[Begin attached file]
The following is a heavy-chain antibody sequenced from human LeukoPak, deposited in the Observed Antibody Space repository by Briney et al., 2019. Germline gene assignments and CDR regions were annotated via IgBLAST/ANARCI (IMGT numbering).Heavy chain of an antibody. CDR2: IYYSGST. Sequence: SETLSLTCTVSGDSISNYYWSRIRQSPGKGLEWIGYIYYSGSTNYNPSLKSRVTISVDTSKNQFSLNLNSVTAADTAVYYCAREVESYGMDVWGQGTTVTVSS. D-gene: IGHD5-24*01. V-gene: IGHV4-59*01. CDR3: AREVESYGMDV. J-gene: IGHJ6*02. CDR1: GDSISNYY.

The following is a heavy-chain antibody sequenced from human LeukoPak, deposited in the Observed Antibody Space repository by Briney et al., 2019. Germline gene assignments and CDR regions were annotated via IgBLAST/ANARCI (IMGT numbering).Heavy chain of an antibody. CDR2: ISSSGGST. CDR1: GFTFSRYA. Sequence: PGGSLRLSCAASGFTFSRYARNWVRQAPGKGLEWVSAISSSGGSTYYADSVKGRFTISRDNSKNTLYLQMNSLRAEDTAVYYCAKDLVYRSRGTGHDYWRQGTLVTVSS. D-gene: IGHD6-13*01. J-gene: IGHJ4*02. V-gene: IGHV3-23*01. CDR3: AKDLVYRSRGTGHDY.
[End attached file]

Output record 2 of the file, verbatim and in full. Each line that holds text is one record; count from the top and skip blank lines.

The following is a heavy-chain antibody sequenced from human LeukoPak, deposited in the Observed Antibody Space repository by Briney et al., 2019. Germline gene assignments and CDR regions were annotated via IgBLAST/ANARCI (IMGT numbering).Heavy chain of an antibody. CDR2: ISSSGGST. CDR1: GFTFSRYA. Sequence: PGGSLRLSCAASGFTFSRYARNWVRQAPGKGLEWVSAISSSGGSTYYADSVKGRFTISRDNSKNTLYLQMNSLRAEDTAVYYCAKDLVYRSRGTGHDYWRQGTLVTVSS. D-gene: IGHD6-13*01. J-gene: IGHJ4*02. V-gene: IGHV3-23*01. CDR3: AKDLVYRSRGTGHDY.